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On July 27, 2007, an employee for a water pollution control plant in Brooklyn, New York was at work in an area that was under construction to upgrade the facility


On July 27, 2007, an employee for a water pollution control plant in Brooklyn, New York was at work in an area that was under construction to upgrade the facility. Part of the employee’s job was to provide identification checks on all persons working on the site to ensure that they were members of the Teamsters Union. The water pollution control plant provided him with a Chevrolet Silverado work truck to use while he was performing his duties. On this date while he was pulling up to park the truck, he observed another truck pull in and turn down a temporary road. The employee advised that he got out of his truck to walk down the road to check the man’s union card because it was a nice day. When he got out of his work truck, he stepped onto a temporary ramp that was set up by some of the construction workers on the site. The ramp was constructed of two by four pieces of wood. When he stepped on it, the boards separated and he fell approx. 18 inches to the ground breaking several bones in his foot. He filed a lawsuit to gain compensation for his injuries.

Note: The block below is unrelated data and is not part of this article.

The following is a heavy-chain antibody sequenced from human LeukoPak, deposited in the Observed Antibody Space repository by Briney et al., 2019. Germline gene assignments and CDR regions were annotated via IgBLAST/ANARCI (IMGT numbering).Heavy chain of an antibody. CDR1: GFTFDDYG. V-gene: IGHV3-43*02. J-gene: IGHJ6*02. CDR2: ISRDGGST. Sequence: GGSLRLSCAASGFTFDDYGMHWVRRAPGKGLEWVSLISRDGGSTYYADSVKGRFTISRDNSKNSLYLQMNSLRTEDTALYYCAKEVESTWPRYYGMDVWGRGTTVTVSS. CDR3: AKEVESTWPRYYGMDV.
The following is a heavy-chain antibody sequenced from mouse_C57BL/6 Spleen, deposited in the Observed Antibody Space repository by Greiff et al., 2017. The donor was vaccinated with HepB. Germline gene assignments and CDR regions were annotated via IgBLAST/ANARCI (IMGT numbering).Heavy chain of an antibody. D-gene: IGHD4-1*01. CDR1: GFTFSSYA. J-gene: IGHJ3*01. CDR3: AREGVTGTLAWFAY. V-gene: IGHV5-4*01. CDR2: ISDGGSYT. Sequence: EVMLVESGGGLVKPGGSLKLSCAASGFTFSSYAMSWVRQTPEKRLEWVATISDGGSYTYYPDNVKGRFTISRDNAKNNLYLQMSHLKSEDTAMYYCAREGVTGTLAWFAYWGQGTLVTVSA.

The employee stated in his suit that he felt that the water treatment plant was responsible for paying for his injury because they either knew or should have known that the ramp was in use on their property and that the ramp was not safe. The company disagreed. They felt that they did not install the ramp and that they did not know that it was in use. They did not feel that they should be held responsible for his injury because he was injured by his own fault because he was using the two by fours to walk on. The water treatment plant requested a summary judgment to dismiss all liability against them.

The court disagreed. They stated that the employees’ injuries came from an unsafe condition that was present at the construction site, i.e. the faulty ramp of two-by-fours which collapsed. The question of law is if the plant had actual or constructive notice of the condition of the ramp being used on the premises. The employee does not dispute that the water treatment plant did not build the ramp itself, only that they knew that it was there and did nothing to either make it safe or remove it.

The court finds that there is enough evidence that they may have known that the ramp existed that the case needs to go to trial and that they will not make a summary judgment in this case.

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